75 years from that long day in Normandy – we still have something to learn | by Gal Perl Finkel

רשומה רגילה

The campaign has produced hundreds of history books and many films, but it has not yet been researched and told in full

This month marked the 75th anniversary of Operation Overlord, the Allied invasion of Normandy – a military campaign that marked more than anything else in public memory the expected defeat of Nazi Germany in World War II. True, there were more decisive battles – and it is enough to mention Stalingrad and Operation Bagration on the eastern front – but it is doubtful whether there were any battles that had such a dramatic touch. The campaign has produced hundreds of history books and many films, but it has not yet been researched and told in full.

For some reason, the campaign is remembered as a one-day battle. This is reflected in the title of the famous book The Longest Day (Simon & Schuster, 1959) by historian and military correspondent Cornelius Ryan, as well as its film adaptation. But this is not the case. The campaign in northwest France was brutal and lasted for about three months, from D-Day until the liberation of Paris. Although Soviet propaganda scoffed at its Western allies and the war they fought, the campaign was certainly comparable with the eastern front. On D-Day itself, one day of extremely difficult fighting, there is no accurate data. The Germans suffered losses – dead and wounded – ranging from 4,000 to 9,000, while the Allies suffered about 4,500 dead and 6,000 wounded. True, many more were killed in the days of World War I, but even so, these are numbers that the mind does not grasp.

Ryan’s book takes its name from the assertion by German Field Marshal Irwin Rommel that the first 24 hours of the invasion "will be decisive… for the Allies, as well as Germany, it will be the longest day." The teams from the British and US armies who planned the invasion in 1942 concluded that it needed more troops, more ships, more planes and more armaments than any other single military operation in history. The preparations took about two years and required the total enlistment of millions of people.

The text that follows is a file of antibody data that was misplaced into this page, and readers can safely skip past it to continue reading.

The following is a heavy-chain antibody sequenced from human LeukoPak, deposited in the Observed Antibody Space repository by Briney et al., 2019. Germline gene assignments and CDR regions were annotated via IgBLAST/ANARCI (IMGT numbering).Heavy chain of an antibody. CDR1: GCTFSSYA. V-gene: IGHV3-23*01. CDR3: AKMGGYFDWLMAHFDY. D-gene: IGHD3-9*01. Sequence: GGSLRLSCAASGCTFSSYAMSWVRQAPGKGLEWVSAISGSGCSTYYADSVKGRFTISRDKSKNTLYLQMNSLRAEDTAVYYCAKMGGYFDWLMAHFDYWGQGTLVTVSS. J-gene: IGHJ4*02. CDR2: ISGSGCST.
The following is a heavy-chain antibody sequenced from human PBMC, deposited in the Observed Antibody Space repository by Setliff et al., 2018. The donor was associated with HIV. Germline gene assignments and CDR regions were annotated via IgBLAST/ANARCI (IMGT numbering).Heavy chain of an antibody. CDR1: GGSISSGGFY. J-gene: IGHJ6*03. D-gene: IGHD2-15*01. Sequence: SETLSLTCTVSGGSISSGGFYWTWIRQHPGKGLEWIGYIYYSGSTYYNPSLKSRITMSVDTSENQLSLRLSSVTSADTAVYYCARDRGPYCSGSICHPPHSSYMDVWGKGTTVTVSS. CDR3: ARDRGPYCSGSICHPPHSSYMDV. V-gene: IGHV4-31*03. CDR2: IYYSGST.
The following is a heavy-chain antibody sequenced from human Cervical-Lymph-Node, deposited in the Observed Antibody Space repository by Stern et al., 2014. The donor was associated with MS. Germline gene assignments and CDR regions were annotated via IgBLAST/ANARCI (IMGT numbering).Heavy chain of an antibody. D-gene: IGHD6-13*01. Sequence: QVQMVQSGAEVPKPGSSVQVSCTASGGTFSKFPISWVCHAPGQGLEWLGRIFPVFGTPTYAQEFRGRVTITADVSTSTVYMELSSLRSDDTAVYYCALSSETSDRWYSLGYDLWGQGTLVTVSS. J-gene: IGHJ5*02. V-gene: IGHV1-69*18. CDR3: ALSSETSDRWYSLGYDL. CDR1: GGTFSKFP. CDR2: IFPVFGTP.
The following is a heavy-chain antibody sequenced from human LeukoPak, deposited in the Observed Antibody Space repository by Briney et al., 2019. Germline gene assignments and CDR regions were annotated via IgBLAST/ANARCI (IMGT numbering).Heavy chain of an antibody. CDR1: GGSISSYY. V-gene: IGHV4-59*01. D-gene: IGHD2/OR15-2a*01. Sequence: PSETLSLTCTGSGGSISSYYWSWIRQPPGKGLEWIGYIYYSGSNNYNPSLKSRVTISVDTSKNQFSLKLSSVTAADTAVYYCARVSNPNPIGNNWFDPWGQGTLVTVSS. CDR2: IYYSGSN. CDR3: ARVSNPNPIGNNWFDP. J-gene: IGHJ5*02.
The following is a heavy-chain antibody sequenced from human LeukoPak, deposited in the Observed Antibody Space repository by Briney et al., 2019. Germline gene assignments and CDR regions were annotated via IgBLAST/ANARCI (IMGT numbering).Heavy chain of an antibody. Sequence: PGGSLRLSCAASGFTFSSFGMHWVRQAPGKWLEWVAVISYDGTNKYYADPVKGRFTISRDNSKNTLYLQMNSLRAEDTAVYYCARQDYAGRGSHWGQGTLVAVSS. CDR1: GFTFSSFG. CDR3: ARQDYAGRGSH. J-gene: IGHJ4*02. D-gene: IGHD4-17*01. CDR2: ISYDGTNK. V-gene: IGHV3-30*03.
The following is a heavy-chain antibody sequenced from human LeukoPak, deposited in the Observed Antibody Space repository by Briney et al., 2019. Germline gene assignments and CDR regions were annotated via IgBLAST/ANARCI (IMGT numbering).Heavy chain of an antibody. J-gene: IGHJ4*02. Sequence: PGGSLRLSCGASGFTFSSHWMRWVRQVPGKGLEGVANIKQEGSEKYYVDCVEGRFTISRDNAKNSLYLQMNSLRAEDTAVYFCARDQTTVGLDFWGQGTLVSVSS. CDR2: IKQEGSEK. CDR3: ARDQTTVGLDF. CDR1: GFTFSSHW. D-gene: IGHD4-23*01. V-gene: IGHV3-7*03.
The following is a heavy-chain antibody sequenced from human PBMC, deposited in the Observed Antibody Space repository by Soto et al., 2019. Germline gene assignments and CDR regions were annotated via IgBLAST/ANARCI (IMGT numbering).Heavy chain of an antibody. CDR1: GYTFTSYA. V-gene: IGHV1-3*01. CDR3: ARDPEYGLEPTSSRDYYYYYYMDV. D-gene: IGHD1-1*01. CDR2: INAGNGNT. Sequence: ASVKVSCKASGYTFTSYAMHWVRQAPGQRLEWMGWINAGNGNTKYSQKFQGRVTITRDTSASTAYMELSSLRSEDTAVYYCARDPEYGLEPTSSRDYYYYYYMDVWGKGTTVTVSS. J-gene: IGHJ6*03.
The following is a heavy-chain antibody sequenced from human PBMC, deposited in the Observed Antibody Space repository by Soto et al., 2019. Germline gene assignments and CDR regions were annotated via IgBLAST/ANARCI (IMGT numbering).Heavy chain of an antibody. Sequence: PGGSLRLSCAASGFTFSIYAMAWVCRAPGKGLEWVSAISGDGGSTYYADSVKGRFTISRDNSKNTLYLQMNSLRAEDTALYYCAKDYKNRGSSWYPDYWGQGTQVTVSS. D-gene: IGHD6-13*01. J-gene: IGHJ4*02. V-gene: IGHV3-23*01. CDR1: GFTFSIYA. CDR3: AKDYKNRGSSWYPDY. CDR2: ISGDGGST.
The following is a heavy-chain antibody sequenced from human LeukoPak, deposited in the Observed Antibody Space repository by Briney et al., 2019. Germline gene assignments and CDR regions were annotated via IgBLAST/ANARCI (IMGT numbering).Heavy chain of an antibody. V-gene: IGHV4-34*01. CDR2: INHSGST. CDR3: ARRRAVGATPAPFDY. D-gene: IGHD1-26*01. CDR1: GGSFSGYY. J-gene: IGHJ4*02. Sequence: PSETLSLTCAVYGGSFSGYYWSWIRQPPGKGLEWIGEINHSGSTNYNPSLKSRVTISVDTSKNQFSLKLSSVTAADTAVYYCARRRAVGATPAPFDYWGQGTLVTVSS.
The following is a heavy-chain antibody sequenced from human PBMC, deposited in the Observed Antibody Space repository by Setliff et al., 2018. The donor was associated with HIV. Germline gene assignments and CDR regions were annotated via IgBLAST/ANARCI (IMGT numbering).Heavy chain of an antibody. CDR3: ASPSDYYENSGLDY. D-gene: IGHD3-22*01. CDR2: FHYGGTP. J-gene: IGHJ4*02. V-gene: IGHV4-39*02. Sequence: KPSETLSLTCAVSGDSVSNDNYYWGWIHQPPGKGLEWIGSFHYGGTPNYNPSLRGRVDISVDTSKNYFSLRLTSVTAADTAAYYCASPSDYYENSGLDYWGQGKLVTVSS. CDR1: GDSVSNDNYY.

In June 1944, the most difficult decision was not whether to invade France, but when. The weather was less than optimal, and under such conditions, it was not at all clear whether it was worth invading. The heavy burden rested on the shoulders of one man: the commander of the Allied forces, General Dwight D. Eisenhower, who finally decided: "I am quite positive we must give the order… I don’t like it, but there it is."

On the other side was the German army, which could be described as the best army in the history of war. These soldiers, even in numerical inferiority and under harsh conditions, caused heavy losses to the armies that fought against them in a ratio of one-to-three. The fact that an amphibious landing operation is considered the most complicated military operation there is, served the Germans as well.

DESPITE ALL the advanced technology, sophisticated fraud and inspiring leadership, the young and inexperienced soldiers determined – in their personal initiatives and immediate decisions – the fate of this complex operation. On the night between June 5 and June 6, 18,000 paratroopers dropped behind enemy lines in Normandy in order to isolate the area of operation from German reinforcements.